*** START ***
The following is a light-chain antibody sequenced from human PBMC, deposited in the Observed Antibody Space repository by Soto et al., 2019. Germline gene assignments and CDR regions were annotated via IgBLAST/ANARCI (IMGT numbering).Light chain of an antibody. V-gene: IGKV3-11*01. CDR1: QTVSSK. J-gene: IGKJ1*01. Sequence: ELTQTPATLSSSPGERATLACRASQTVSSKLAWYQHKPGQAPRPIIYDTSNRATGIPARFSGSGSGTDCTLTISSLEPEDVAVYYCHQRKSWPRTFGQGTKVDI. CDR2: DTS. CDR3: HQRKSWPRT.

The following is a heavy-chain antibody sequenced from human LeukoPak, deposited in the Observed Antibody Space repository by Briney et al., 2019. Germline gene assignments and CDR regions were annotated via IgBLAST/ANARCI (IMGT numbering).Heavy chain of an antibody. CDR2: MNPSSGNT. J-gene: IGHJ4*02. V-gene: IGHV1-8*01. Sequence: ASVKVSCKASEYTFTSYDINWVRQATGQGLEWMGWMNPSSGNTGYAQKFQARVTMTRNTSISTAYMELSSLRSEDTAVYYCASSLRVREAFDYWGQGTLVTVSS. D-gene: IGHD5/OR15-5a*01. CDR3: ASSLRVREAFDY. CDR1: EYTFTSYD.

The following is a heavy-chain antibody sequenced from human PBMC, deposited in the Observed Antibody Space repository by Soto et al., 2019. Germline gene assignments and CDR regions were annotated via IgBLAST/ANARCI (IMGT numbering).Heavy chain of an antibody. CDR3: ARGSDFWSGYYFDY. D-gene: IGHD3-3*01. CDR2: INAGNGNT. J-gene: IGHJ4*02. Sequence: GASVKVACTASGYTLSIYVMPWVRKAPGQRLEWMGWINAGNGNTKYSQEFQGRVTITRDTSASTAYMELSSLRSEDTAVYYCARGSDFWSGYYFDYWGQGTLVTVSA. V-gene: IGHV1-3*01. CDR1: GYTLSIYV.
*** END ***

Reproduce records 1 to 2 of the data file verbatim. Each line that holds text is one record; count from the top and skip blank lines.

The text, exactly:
The following is a light-chain antibody sequenced from human PBMC, deposited in the Observed Antibody Space repository by Soto et al., 2019. Germline gene assignments and CDR regions were annotated via IgBLAST/ANARCI (IMGT numbering).Light chain of an antibody. V-gene: IGKV3-11*01. CDR1: QTVSSK. J-gene: IGKJ1*01. Sequence: ELTQTPATLSSSPGERATLACRASQTVSSKLAWYQHKPGQAPRPIIYDTSNRATGIPARFSGSGSGTDCTLTISSLEPEDVAVYYCHQRKSWPRTFGQGTKVDI. CDR2: DTS. CDR3: HQRKSWPRT.

The following is a heavy-chain antibody sequenced from human LeukoPak, deposited in the Observed Antibody Space repository by Briney et al., 2019. Germline gene assignments and CDR regions were annotated via IgBLAST/ANARCI (IMGT numbering).Heavy chain of an antibody. CDR2: MNPSSGNT. J-gene: IGHJ4*02. V-gene: IGHV1-8*01. Sequence: ASVKVSCKASEYTFTSYDINWVRQATGQGLEWMGWMNPSSGNTGYAQKFQARVTMTRNTSISTAYMELSSLRSEDTAVYYCASSLRVREAFDYWGQGTLVTVSS. D-gene: IGHD5/OR15-5a*01. CDR3: ASSLRVREAFDY. CDR1: EYTFTSYD.